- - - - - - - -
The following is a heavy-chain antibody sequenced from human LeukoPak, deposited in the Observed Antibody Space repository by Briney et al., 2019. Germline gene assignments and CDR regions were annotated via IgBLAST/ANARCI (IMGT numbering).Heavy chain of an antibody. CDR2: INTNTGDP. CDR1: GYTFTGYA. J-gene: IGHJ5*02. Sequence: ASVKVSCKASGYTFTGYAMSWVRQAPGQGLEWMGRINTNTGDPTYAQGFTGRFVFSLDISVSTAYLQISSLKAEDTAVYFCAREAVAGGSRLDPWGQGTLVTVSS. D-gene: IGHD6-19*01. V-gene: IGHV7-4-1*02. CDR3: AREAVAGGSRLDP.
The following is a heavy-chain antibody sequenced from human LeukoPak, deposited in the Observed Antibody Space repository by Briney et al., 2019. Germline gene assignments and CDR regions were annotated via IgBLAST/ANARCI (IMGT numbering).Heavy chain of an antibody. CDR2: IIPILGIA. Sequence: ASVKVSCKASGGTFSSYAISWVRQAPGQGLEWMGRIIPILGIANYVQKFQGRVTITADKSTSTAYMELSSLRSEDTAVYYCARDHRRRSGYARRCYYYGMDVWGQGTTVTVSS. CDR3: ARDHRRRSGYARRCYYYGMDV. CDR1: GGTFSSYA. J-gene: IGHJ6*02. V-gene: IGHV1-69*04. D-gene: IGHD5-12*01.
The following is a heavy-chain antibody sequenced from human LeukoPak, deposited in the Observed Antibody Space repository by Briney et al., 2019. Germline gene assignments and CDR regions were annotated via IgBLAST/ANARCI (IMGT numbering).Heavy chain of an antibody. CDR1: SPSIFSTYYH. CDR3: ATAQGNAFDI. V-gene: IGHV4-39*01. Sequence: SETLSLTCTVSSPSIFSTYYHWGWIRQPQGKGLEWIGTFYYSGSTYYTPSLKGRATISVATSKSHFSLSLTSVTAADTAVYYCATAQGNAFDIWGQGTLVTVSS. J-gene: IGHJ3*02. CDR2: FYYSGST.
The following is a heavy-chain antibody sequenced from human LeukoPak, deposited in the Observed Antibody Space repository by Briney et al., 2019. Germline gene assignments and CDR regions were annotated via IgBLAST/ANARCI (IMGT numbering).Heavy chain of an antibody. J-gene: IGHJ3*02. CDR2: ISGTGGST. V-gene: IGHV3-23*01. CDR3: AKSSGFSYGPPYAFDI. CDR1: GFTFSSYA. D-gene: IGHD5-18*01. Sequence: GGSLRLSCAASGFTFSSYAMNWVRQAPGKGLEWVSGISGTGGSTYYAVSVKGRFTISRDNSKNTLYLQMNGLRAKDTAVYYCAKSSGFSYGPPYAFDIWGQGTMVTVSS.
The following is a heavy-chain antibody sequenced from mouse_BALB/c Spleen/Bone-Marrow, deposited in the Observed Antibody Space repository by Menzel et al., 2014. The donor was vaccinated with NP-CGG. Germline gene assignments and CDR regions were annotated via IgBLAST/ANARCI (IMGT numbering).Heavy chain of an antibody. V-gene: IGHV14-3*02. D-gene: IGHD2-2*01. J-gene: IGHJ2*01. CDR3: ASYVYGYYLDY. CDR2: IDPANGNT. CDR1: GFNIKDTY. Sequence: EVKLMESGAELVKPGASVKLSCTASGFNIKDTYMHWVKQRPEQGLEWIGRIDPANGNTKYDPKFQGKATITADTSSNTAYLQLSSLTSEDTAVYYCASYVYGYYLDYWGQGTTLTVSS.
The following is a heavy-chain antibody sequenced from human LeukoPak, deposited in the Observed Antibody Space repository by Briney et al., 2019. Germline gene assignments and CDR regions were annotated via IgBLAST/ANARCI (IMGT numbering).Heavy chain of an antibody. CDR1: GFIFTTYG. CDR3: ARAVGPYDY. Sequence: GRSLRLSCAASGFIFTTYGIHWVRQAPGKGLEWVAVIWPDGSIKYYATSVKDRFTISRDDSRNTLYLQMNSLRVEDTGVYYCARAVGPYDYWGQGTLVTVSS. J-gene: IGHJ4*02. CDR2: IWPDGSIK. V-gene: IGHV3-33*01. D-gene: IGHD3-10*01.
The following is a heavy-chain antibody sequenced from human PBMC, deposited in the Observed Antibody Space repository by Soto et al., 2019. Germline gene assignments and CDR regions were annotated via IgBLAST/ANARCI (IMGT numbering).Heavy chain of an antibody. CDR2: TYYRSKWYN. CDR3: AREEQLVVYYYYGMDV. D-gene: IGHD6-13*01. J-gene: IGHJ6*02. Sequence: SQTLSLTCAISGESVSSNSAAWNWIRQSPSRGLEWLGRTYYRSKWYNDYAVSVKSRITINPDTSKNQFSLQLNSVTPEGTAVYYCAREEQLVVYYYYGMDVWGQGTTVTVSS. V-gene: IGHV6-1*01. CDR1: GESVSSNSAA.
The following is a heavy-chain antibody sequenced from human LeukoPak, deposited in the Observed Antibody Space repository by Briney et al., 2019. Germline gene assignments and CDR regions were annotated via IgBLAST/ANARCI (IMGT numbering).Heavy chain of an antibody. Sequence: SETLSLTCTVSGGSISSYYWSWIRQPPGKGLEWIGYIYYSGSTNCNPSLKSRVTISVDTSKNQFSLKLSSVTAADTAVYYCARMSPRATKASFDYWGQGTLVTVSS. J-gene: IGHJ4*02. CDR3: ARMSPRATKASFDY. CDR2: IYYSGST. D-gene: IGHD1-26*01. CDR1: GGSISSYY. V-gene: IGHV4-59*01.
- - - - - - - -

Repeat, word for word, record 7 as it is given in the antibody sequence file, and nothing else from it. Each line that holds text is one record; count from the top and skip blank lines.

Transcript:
The following is a heavy-chain antibody sequenced from human PBMC, deposited in the Observed Antibody Space repository by Soto et al., 2019. Germline gene assignments and CDR regions were annotated via IgBLAST/ANARCI (IMGT numbering).Heavy chain of an antibody. CDR2: TYYRSKWYN. CDR3: AREEQLVVYYYYGMDV. D-gene: IGHD6-13*01. J-gene: IGHJ6*02. Sequence: SQTLSLTCAISGESVSSNSAAWNWIRQSPSRGLEWLGRTYYRSKWYNDYAVSVKSRITINPDTSKNQFSLQLNSVTPEGTAVYYCAREEQLVVYYYYGMDVWGQGTTVTVSS. V-gene: IGHV6-1*01. CDR1: GESVSSNSAA.